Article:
The discovery of the Higgs boson by the ATLAS and CMS collaborations in 2012 marked a new era in particle physics because it completed the Standard Model and gave us another tool to explore territories beyond. The Standard Model predicts precisely the interactions of the Higgs boson to all other elementary particles once its mass is measured.
On the other hand, there are alternative theories that predict deviations from Standard Model expectations. For example, short-ranged (“virtual”) production of a new, heavy particle during the Higgs boson production or decay would not change the actual picture of the event in the detector, but could modify the rates in which certain events occur. Therefore, to determine the precise nature of the discovered boson, it is crucial to measure its mass and to study its production and decays in as many final states as possible.
ATLAS has new measurements of the Higgs boson properties in two high resolution decay channels – in two photons and to four charged leptons using all the proton-proton collision data delivered by the Large Hadron Collider and collected by the ATLAS detector in 2011 and 2012, with an improved knowledge of the detector’s performance. These channels have previously been used to measure the mass, as 125.36 ± 0.41 GeV, as presented in a previous brief.
Knowing the mass allows accurate predictions of the number of Higgs bosons decaying in each channel. The number of observed events divided by the number of expected events is called the signal strength or mu (μ). The closer the value of μ is to one, the more consistent is the observation to the Standard Model. The signal strength in the two photon channel is found to be μ=1.17±0.27. In the four leptons channel, μ=1.44 +0.40 -0.33. Within their uncertainties, both results are in agreement with the Standard Model.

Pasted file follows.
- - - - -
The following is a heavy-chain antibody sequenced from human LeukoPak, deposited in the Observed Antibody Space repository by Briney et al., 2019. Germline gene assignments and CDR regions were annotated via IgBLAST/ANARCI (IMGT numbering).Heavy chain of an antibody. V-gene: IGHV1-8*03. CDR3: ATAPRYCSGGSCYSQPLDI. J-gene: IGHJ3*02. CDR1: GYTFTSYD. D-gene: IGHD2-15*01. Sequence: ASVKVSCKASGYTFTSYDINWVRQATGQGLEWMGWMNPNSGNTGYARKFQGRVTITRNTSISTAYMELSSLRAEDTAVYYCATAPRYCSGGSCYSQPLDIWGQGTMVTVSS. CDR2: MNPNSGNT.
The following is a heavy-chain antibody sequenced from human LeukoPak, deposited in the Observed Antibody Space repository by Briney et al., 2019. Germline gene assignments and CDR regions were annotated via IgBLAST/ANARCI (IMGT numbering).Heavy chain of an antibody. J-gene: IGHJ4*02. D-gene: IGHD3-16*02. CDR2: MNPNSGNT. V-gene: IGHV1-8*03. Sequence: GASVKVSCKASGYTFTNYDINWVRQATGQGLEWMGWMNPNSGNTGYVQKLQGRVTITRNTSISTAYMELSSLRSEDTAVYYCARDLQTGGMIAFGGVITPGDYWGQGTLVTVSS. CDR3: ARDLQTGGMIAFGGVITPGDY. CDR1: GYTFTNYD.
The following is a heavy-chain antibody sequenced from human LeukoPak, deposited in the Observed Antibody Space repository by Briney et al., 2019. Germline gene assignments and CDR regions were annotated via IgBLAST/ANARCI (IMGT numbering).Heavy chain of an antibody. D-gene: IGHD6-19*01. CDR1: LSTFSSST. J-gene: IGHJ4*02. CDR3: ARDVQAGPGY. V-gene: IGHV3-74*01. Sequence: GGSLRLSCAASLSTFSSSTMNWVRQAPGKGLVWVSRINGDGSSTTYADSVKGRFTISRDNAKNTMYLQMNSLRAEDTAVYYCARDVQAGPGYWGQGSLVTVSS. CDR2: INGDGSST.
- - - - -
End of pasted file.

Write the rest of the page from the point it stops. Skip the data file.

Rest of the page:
The Standard Model also predicts that a Higgs boson can be produced through different mechanisms in proton-proton collisions. The most frequent mechanism (87%) is the scattering (or “fusion”) of strongly interacting gluons to a Higgs boson. Production through the fusion of W or Z bosons is predicted to occur in 7% of the cases, and has a characteristic event signature of two jets in the forward direction (along the proton beams) that accompany the Higgs boson. The display of a candidate event for such a production is shown in the figure below. In their recent papers [1,2] ATLAS physicists have identified and measured Higgs bosons from various production mechanisms.
So far, no surprises emerge when looking into the details of the Higgs boson production, but the statistical uncertainties are still large. The new data taking campaign starting in 2015 will be very important to decrease the uncertainties on the measured signal strengths and will improve our understanding of the nature of the Higgs boson.